Kathryn Fitzmaurice's first book The Year the Swallows Came Early was one of my favorites a few years ago. I was excited to see the synopsis for A Diamond in the Desert a few weeks ago, and was even more excited to see that Fitzmaurice was the author.
This novel is set during World War II when Tetsu and his family are relocated to an internment camp at the Gila River. Although this book is about baseball, there is also a lot more this story encompasses. How Tetsu and his family deal with their relocation is impressive - with quiet dignity they face a new life, waiting for Tetsu's father to be released to join them.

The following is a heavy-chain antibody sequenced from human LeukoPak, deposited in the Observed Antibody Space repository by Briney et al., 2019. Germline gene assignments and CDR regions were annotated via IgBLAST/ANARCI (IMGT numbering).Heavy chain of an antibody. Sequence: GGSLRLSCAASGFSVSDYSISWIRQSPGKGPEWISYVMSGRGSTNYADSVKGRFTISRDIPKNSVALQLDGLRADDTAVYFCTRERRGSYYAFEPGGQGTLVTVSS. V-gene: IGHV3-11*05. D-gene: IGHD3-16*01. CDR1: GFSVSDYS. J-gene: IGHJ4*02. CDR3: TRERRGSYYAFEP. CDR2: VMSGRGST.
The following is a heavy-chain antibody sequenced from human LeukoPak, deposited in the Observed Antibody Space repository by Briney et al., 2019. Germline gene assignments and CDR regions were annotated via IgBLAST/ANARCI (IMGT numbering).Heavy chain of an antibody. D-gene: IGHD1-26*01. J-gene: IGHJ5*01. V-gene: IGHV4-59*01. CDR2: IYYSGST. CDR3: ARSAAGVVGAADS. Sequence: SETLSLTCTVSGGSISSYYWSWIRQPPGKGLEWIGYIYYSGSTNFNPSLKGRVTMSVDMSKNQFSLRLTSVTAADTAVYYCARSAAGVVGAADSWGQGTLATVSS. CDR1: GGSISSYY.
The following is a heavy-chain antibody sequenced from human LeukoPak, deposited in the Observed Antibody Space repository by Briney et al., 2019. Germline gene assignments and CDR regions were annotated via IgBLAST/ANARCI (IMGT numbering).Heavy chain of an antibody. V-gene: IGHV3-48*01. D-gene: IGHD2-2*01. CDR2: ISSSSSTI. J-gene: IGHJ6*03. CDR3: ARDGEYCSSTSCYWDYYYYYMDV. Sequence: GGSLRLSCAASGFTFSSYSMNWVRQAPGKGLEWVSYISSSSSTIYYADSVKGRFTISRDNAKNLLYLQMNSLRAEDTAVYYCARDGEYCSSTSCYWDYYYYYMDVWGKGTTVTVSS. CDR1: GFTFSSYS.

Fitzmaurice's novel is based on the real life baseball game between the Japanese Americans relocated to the Gila River camp and the Arizona state champions, a match-up that the Japanese Americans won.
Although life for Tetsu has changed dramatically with their relocation, I am impressed with his maturity as he urges his mother not to buy him new shoes and marks his birthdays with no gifts. As the book nears its end, I am happy that Tetsu and his family will be moving on with their lives, no longer restricted to staying in the camp. However, the bond he has formed with his fellow teammates makes it difficult to see them moving on alone, without the camaraderie they now have.
I loved reading about Fitzmaurice's research for this book. Her story touches on a little known event in history - another aspect of internment camp life and how baseball helped pass the time and shape the lives of a group of young men.